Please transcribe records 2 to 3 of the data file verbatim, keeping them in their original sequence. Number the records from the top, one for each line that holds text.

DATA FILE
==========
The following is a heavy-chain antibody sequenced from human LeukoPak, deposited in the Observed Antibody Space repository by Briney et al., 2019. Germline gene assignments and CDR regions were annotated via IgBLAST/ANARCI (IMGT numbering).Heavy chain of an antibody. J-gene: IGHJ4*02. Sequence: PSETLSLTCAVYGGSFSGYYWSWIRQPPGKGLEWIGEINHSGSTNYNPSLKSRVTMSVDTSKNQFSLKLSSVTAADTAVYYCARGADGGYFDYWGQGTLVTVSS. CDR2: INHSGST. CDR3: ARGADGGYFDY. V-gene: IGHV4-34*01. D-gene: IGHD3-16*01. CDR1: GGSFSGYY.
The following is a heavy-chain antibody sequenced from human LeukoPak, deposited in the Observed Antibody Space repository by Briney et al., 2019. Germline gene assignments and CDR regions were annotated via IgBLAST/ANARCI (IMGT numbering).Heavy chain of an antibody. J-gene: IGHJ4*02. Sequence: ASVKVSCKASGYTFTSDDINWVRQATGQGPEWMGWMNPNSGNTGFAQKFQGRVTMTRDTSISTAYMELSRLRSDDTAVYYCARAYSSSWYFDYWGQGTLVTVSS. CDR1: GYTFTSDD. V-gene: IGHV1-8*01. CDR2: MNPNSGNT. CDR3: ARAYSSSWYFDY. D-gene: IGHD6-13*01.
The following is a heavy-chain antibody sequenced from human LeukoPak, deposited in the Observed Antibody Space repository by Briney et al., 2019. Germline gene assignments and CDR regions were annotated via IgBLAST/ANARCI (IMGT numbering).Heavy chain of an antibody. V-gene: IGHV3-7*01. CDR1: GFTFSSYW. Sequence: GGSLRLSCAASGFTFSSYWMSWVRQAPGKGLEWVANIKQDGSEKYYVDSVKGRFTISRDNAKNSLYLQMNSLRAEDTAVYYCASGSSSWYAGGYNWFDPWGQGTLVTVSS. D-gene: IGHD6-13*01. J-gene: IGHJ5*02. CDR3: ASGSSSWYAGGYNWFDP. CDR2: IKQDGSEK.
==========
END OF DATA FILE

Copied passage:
The following is a heavy-chain antibody sequenced from human LeukoPak, deposited in the Observed Antibody Space repository by Briney et al., 2019. Germline gene assignments and CDR regions were annotated via IgBLAST/ANARCI (IMGT numbering).Heavy chain of an antibody. J-gene: IGHJ4*02. Sequence: ASVKVSCKASGYTFTSDDINWVRQATGQGPEWMGWMNPNSGNTGFAQKFQGRVTMTRDTSISTAYMELSRLRSDDTAVYYCARAYSSSWYFDYWGQGTLVTVSS. CDR1: GYTFTSDD. V-gene: IGHV1-8*01. CDR2: MNPNSGNT. CDR3: ARAYSSSWYFDY. D-gene: IGHD6-13*01.
The following is a heavy-chain antibody sequenced from human LeukoPak, deposited in the Observed Antibody Space repository by Briney et al., 2019. Germline gene assignments and CDR regions were annotated via IgBLAST/ANARCI (IMGT numbering).Heavy chain of an antibody. V-gene: IGHV3-7*01. CDR1: GFTFSSYW. Sequence: GGSLRLSCAASGFTFSSYWMSWVRQAPGKGLEWVANIKQDGSEKYYVDSVKGRFTISRDNAKNSLYLQMNSLRAEDTAVYYCASGSSSWYAGGYNWFDPWGQGTLVTVSS. D-gene: IGHD6-13*01. J-gene: IGHJ5*02. CDR3: ASGSSSWYAGGYNWFDP. CDR2: IKQDGSEK.